The Greenbrier Companies
The Company and union employees of United Steelworkers of America Local 1231 have been operating under a collective agreement which expired on October 31, 2006. Discussions have been tense due to the Company's request for cost and productivity concessions. The facility has struggled with geographic disadvantages, the strong Canadian dollar (which makes its output more expensive), and productivity issues. The factory has been operating while under a strike vote for the past several weeks.
William A. Furman, Greenbrier's president and chief executive officer said, "I am pleased that a new agreement has been reached. It keeps our people at work and protects our customer. Also, it removes some uncertainty about the labor situation at Trenton, and some progress has been made on the severe economic disadvantages which face this facility. While we did not get everything we had hoped to achieve with the contract, we are still discussing with government representatives how the local economic outlook can be improved. TrentonWorks' future will remain on the agenda of the April meeting of Greenbrier's Board of Directors."
The Greenbrier Companies (www.gbrx.com), headquartered in Lake Oswego, OR, is a leading supplier of transportation equipment and services to the railroad industry. The Company builds new railroad freight cars in its manufacturing facilities in the U.S., Canada, and Mexico and marine barges at its U.S. facility. It also repairs and refurbishes freight cars and provides wheels and railcar parts at 30 locations across North America. Greenbrier builds new railroad freight cars and refurbishes freight cars for the European market through both its operations in Poland and various subcontractor facilities throughout Europe. Greenbrier owns approximately 10,000 railcars, and performs management services for approximately 135,000 railcars.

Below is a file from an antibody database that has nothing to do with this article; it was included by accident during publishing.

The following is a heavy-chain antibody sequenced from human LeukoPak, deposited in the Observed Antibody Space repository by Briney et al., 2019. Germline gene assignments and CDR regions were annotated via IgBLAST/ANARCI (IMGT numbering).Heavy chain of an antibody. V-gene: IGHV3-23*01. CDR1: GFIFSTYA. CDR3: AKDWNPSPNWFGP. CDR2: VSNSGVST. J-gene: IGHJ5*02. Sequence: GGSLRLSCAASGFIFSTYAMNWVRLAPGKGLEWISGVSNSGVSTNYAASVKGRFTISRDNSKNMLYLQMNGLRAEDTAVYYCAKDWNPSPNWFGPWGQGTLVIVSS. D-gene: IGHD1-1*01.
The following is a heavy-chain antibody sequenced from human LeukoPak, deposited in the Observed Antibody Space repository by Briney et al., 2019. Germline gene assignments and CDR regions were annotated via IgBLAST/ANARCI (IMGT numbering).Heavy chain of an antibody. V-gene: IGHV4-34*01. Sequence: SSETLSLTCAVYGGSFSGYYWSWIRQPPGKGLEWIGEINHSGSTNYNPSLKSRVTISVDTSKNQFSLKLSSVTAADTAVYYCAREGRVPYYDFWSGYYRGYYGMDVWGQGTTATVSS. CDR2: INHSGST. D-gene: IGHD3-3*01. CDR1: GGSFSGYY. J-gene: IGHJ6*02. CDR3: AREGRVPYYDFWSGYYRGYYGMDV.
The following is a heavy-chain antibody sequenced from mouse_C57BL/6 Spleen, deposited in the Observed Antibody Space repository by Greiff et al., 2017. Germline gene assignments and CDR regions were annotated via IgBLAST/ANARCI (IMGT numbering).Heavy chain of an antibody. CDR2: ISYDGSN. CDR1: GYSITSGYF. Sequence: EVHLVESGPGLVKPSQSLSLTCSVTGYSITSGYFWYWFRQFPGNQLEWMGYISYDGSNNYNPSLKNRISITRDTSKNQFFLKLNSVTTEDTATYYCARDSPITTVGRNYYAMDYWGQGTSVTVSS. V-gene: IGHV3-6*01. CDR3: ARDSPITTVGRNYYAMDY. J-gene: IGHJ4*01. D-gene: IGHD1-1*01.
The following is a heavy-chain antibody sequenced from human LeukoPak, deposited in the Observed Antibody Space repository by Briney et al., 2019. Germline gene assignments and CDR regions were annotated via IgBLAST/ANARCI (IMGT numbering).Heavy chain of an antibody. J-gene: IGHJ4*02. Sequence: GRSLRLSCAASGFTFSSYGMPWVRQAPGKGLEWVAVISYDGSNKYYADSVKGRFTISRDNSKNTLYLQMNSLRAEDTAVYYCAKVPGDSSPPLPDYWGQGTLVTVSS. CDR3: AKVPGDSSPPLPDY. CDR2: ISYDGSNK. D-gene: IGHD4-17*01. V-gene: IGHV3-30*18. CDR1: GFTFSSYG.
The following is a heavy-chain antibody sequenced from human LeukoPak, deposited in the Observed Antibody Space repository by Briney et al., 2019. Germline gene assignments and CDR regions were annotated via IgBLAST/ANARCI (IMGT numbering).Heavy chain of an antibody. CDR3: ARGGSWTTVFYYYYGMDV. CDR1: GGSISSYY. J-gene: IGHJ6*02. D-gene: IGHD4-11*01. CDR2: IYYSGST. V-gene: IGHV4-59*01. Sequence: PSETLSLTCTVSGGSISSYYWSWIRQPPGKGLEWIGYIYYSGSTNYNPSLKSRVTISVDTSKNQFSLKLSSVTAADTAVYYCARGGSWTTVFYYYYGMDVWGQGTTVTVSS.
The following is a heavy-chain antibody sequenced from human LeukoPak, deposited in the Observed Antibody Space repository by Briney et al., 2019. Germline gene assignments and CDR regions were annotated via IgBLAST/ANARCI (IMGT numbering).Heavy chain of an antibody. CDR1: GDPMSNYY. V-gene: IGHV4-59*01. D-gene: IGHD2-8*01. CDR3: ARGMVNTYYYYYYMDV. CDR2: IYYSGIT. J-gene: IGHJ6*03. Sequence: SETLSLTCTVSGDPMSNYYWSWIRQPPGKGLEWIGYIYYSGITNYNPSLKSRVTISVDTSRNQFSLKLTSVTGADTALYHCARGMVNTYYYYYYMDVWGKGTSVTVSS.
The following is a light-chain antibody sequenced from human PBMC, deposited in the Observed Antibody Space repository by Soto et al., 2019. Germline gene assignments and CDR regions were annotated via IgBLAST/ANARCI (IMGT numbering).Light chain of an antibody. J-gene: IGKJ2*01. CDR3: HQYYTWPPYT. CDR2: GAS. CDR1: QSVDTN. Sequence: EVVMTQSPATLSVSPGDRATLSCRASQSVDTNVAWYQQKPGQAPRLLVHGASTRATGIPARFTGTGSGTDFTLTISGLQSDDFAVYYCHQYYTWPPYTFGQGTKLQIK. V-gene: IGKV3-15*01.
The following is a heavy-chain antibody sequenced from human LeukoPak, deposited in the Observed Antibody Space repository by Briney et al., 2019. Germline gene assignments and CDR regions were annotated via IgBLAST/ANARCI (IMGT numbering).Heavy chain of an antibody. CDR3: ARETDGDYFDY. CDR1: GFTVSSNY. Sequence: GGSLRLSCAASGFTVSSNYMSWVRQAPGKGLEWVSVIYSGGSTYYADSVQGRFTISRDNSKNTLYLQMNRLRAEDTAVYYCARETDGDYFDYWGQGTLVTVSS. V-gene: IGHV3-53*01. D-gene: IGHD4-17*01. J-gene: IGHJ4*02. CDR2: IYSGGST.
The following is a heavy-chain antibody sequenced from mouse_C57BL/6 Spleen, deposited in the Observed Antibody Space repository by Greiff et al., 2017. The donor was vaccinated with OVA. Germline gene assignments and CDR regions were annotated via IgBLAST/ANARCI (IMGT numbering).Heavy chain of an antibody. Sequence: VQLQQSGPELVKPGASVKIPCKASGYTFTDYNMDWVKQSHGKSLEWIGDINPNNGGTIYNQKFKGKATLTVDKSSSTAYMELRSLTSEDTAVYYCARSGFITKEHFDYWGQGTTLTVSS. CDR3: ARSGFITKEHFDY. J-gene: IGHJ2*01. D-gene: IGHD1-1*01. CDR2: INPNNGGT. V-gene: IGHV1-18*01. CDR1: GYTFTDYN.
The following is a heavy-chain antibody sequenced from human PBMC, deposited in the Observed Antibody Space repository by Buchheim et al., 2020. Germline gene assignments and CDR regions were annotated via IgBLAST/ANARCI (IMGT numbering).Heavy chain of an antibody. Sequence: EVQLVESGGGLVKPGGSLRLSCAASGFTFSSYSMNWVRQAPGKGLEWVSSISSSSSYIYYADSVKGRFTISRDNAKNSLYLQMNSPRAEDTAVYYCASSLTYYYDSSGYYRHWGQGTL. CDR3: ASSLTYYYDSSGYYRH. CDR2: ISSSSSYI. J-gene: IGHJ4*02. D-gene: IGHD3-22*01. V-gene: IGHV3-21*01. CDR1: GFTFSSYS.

"SAFE HARBOR" STATEMENT UNDER THE PRIVATE SECURITIES LITIGATION REFORM ACT OF 1995: This release may contain forward-looking statements. Greenbrier uses words such as "anticipate," "believe," "plan," "expect," "future," "intend" and similar expressions to identify forward-looking statements. These forward-looking statements are subject to certain risks and uncertainties that could cause actual results to differ materially from those reflected in the forward-looking statements. Factors that might cause such a difference include, but are not limited to, fluctuations in demand for newly manufactured railcars or failure to obtain orders as anticipated in developing forecasts; actual future costs and the availability of materials and a trained workforce; steel price increases and scrap surcharges; changes in product mix and the mix between segments; labor disputes, energy shortages or operating difficulties that might disrupt manufacturing operations or the flow of cargo; production difficulties and product delivery delays as a result of, among other matters, changing technologies or non-performance of subcontractors or suppliers; ability to obtain suitable contracts for the sale of leased equipment; all as may be discussed in more detail under the headings "Risk Factors" on page 8 of Part I , Item 1a and "Forward Looking Statements" on page 25 of Part II of our Annual Report on Form 10-K for the fiscal year ended August 31, 2006 . Readers are cautioned not to place undue reliance on these forward-looking statements, which reflect management's opinions only as of the date hereof. We undertake no obligation to revise or publicly release the results of any revision to these forward-looking statements.
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SOURCE: The Greenbrier Companies
CONTACT: Mark Rittenbaum of The Greenbrier Companies, +1-503-684-7000
Web site: http://www.gbrx.com/